Written by Amanda Pampuro
Lately when I’m listening to the news or thinking about topics of political importance like immigrant reform and the mounting national debt, all I can t
hink is: we need Plissken.
In Escape from New York, Snake Plissken was blackmailed into rescuing an incompetent and bourgeois president from the prison he designed and putting him back on his throne. In the sequel, Snake is pulled from his ex-pat abode in Thailand and forced into finding the president’s daughter in yet another prison city LA.
Besides the human heist and hang gliders, the true conflict in this story is Plissken’s being forced into serving a society he detests. Plissken wants nothing to do with his country’s world take-over or its moral martial law. But he would let it be, if it would let him be—which I suppose is the lesson of this story: as long as there are prisons, you will be a prisoner.
Already once imprisoned and promised his freedom, Plissken is going to stop at nothing to complete his mission, which includes saving his own life, and then ensure that there is no government in place to catch him a third time. In not so many words, Snake says shame me once, shame on you, shame me twice, I’m shutting off all the power.
But this is speculation of course—Snake never says anything about his intentions or plans post-LA, he is a man of action, speaking only to correct his name and deliver a few gems of beauty and wisdom. Set in 2013, but filmed in 1996, this film shows us a world that imprisons individuals based on their religious beliefs and political loyalties, and the powers in place possess the equivalent of a doomsday device. Has an earthquake severed LA from the rest of California? No. Have all are damned been doomed to spend the rest of their life in that city? No, though some people willingly condemn themselves to that fate. How accurately does Escape from LA portray today? That’s up to you.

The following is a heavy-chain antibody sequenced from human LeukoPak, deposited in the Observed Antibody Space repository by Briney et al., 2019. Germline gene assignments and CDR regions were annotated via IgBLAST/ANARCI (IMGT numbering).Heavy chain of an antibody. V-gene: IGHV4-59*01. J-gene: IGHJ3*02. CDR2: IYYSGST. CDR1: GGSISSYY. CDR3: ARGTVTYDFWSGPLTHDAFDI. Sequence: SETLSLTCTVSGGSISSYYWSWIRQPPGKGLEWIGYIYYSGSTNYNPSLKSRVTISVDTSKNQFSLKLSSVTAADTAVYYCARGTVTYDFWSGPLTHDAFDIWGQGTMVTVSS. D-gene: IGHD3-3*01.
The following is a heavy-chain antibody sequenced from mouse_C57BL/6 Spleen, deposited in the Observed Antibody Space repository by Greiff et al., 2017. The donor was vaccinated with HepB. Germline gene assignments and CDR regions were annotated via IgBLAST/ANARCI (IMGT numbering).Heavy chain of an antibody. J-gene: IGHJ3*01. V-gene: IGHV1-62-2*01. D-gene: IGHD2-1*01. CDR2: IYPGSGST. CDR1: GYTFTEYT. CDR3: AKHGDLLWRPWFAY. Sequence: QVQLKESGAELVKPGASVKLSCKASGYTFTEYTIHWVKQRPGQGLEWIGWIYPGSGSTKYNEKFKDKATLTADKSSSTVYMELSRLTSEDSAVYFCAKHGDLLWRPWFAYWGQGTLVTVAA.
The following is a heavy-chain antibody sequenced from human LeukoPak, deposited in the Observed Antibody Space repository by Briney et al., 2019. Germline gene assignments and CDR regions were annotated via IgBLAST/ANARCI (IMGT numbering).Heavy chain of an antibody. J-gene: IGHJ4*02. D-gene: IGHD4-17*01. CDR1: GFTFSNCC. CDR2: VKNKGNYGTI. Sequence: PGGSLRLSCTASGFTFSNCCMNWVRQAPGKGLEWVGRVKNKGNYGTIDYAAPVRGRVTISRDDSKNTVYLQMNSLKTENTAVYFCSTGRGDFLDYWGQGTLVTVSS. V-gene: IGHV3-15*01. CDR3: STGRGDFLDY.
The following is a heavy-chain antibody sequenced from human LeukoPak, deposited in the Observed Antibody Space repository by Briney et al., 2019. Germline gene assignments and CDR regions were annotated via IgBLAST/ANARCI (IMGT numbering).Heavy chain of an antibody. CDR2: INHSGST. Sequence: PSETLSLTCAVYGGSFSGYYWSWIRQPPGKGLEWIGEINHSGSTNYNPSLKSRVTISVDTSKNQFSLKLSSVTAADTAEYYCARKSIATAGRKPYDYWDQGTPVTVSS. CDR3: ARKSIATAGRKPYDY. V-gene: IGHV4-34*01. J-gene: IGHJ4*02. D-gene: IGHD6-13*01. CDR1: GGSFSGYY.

Escape from LA also features a young Steve Buscemi as the guy who sides with whoever benefits him most, a henchmen asking for it, a long way from Nucky Thompson. This is said to be Kurt Russel’s favorite role, and I have to say it seems that he was built for it.
Skip New York, come to Hollywood, for the mindless violence, robotic entertainment, and valuable life lessons.